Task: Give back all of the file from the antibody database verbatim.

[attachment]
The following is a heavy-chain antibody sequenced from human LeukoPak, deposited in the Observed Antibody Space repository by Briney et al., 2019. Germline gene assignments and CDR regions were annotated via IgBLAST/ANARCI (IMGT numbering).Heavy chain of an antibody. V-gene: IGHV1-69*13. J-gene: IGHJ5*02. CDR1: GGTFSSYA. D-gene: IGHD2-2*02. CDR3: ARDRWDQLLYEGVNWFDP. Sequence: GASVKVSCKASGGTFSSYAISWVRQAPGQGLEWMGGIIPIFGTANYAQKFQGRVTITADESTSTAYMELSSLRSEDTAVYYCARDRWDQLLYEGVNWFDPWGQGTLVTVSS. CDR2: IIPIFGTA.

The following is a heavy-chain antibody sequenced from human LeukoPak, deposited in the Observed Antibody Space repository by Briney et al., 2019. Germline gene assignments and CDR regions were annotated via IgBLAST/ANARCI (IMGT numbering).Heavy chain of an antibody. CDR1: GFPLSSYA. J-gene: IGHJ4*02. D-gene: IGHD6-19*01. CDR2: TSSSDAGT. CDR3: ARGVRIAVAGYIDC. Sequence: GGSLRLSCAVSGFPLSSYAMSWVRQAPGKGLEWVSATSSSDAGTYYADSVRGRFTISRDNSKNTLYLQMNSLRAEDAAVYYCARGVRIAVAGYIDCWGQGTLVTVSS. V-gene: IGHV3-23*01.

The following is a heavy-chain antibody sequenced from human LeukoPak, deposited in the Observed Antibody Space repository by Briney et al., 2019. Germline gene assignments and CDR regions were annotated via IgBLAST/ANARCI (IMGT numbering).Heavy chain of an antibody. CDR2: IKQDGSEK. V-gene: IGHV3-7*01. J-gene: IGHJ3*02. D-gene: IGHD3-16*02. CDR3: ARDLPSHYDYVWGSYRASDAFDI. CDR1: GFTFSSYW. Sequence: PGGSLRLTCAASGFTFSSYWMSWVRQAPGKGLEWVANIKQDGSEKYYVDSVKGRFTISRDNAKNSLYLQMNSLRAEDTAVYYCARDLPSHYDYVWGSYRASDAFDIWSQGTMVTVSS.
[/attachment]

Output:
The following is a heavy-chain antibody sequenced from human LeukoPak, deposited in the Observed Antibody Space repository by Briney et al., 2019. Germline gene assignments and CDR regions were annotated via IgBLAST/ANARCI (IMGT numbering).Heavy chain of an antibody. V-gene: IGHV1-69*13. J-gene: IGHJ5*02. CDR1: GGTFSSYA. D-gene: IGHD2-2*02. CDR3: ARDRWDQLLYEGVNWFDP. Sequence: GASVKVSCKASGGTFSSYAISWVRQAPGQGLEWMGGIIPIFGTANYAQKFQGRVTITADESTSTAYMELSSLRSEDTAVYYCARDRWDQLLYEGVNWFDPWGQGTLVTVSS. CDR2: IIPIFGTA.

The following is a heavy-chain antibody sequenced from human LeukoPak, deposited in the Observed Antibody Space repository by Briney et al., 2019. Germline gene assignments and CDR regions were annotated via IgBLAST/ANARCI (IMGT numbering).Heavy chain of an antibody. CDR1: GFPLSSYA. J-gene: IGHJ4*02. D-gene: IGHD6-19*01. CDR2: TSSSDAGT. CDR3: ARGVRIAVAGYIDC. Sequence: GGSLRLSCAVSGFPLSSYAMSWVRQAPGKGLEWVSATSSSDAGTYYADSVRGRFTISRDNSKNTLYLQMNSLRAEDAAVYYCARGVRIAVAGYIDCWGQGTLVTVSS. V-gene: IGHV3-23*01.

The following is a heavy-chain antibody sequenced from human LeukoPak, deposited in the Observed Antibody Space repository by Briney et al., 2019. Germline gene assignments and CDR regions were annotated via IgBLAST/ANARCI (IMGT numbering).Heavy chain of an antibody. CDR2: IKQDGSEK. V-gene: IGHV3-7*01. J-gene: IGHJ3*02. D-gene: IGHD3-16*02. CDR3: ARDLPSHYDYVWGSYRASDAFDI. CDR1: GFTFSSYW. Sequence: PGGSLRLTCAASGFTFSSYWMSWVRQAPGKGLEWVANIKQDGSEKYYVDSVKGRFTISRDNAKNSLYLQMNSLRAEDTAVYYCARDLPSHYDYVWGSYRASDAFDIWSQGTMVTVSS.